Depression is Treatable for Many

By SPECIAL TO U-T SAN DEIGO 12:01 A.M.OCT. 29, 2013

Needless stigmas are often attached to mental health

Most people don’t hesitate to see a doctor for a disease such as diabetes or high blood pressure.

But when it comes to seeing someone for mental health issues, such as depression, there’s often a stigma attached.

“There’s no shame in it. It’s a treatable disease, like high blood pressure,” said Reena Mittal, a San Diego-based marriage and family therapist who specializes in anxiety and depression. “This is a disease. It’s a treatable disease.”

According to a 2010 Centers for Disease Control and Prevention report, 9 percent of respondents in a survey of more than 200,000 people age 18 and older across 45 states reported they felt depressed to some degree in the weeks prior to the survey. That includes 3.4 percent of adults who met the center’s standards for major depression.

Mittal said depression — which she defines as feelings of sadness and worthlessness — results from a chemical imbalance that affects mood. The result often includes low mood, sadness, feeling lethargic, feelings of low self-worth and loss of energy and interest in work, friendships and relationships.

But she said that just like many physical ailments are treatable, the same goes for depression.

Mittal said depression can be caused by a number of factors including genetics, environmental influences, psychological influences and personal experiences.

She said most people “have a depressive gene in us.” She said if a parent suffers from depression, there’s a chance it can be passed to a child. But she also said experience plays a role. The chemical imbalance that creates depression can be triggered by past experiences or traumatic events from childhood, such as the death of a parent at a young age or being abused by family members.

“A lot of our experiences in life can explain this imbalance,” she said.

Meanwhile, she said depression runs across a spectrum and is often handled differently by each individual. While she said some can mask the fact that they are depressed around friends or strangers, those with deep depression often have such low energy that it can impact their jobs, lives and appetites. For those on what she calls the “low grade,” it can lead to suicidal thoughts.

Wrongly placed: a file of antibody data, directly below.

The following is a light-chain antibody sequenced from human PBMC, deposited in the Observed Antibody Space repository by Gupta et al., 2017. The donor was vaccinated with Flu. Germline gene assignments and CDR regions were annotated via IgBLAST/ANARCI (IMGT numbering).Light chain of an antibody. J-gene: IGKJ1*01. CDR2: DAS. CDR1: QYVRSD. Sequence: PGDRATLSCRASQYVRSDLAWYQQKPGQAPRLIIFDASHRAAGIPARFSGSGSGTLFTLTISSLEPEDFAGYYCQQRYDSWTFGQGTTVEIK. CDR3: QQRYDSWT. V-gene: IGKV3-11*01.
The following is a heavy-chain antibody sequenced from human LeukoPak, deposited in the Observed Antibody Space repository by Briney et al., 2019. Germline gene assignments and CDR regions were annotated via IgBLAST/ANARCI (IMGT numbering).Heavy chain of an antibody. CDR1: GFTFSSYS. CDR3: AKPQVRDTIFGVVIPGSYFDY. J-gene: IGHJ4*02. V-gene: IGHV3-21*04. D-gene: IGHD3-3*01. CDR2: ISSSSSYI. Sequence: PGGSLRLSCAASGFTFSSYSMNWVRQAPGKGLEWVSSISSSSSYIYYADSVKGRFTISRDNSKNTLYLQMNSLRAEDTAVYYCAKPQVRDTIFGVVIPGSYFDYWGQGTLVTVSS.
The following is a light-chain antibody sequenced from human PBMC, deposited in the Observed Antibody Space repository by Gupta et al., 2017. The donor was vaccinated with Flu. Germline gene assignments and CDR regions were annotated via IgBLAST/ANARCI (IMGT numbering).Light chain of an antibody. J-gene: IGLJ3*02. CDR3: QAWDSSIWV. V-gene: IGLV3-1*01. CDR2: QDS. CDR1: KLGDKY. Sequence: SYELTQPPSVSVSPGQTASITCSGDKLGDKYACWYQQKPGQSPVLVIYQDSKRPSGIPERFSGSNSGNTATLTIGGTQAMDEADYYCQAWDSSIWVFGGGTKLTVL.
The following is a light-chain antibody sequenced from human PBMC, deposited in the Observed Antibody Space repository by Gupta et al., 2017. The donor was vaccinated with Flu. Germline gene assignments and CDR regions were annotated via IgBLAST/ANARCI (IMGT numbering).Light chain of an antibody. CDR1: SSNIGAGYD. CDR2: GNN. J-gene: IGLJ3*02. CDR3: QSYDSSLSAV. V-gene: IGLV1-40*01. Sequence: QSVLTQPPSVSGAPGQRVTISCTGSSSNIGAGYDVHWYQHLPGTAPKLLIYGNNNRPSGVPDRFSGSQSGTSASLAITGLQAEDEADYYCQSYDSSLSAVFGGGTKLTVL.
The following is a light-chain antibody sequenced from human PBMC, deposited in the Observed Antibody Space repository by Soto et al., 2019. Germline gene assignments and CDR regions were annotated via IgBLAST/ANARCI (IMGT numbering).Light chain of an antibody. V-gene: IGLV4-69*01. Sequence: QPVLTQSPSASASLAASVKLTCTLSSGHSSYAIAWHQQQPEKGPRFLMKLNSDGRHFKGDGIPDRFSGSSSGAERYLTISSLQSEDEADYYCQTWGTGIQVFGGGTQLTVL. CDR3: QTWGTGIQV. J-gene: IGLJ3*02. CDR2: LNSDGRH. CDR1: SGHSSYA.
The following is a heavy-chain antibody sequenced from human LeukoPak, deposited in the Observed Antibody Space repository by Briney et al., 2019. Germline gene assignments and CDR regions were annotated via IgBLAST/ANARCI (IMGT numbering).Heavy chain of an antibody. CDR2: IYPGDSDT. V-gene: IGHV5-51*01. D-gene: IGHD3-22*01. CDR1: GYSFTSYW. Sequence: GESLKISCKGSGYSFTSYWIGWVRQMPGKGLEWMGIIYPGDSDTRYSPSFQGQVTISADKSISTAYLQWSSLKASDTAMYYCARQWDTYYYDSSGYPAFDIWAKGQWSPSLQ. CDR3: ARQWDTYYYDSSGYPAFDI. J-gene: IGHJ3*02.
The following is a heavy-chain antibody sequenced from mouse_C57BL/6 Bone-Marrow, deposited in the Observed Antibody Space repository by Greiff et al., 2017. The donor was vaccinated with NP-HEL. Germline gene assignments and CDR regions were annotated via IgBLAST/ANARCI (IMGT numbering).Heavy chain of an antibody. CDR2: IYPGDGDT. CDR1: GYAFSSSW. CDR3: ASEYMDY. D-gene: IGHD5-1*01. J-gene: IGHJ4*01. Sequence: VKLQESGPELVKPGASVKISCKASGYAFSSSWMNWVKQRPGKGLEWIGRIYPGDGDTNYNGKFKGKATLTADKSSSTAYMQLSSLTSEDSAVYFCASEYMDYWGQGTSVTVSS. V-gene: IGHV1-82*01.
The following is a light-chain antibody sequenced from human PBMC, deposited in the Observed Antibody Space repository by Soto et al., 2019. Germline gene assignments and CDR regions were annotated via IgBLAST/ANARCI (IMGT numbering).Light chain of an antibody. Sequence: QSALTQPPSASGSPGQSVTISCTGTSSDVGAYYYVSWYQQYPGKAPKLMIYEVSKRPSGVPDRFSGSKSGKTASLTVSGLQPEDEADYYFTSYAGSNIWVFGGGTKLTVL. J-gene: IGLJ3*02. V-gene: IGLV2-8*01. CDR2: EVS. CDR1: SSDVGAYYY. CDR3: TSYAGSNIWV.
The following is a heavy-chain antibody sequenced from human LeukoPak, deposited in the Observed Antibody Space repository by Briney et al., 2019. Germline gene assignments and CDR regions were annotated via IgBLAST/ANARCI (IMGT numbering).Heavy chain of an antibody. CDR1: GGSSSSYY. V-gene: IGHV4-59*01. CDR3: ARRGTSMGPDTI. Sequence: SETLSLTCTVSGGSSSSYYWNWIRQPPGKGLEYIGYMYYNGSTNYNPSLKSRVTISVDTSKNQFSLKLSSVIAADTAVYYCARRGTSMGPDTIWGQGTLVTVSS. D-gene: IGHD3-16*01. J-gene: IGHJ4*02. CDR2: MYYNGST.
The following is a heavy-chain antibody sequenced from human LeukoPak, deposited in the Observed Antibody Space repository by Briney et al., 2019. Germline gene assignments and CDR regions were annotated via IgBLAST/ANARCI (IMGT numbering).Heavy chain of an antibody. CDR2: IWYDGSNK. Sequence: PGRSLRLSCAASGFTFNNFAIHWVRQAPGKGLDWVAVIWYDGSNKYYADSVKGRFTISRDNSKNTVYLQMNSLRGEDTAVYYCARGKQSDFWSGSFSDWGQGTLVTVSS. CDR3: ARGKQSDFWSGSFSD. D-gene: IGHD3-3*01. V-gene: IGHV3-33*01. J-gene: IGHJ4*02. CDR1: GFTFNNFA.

The good news is that there’s been a lot of research on depression in recent years, and a lot of very good medications which are very safe are now available as a result, she said.

However, she said, just medication or therapy on its own doesn’t always help.

While therapy alone can work for those with mild depression, those with deeper depression often have good results from a combination of the two. She said those who are depressed tend to get tunnel vision and think they are worthless. She said therapy can help many depressed people see the world more broadly and help pull them from negative to positive self-thought.

“We help them to reprogram their brain,” she said. “There’s a process to working with depression.”

Meanwhile, she said medications can help fix the chemical imbalance that comes with depression. She said not all drugs fit everyone, so a doctor might try a few medications before finding one that’s effective.

Mittal also said exercise works for those who are depressed because it creates chemicals that are “mood enhancers.”

“There’s nothing to be ashamed about,” she said. “There are treatments … instead of suffering.”

Read it at The San Diego Union-Tribune

October 29, 2013 12:01 AM

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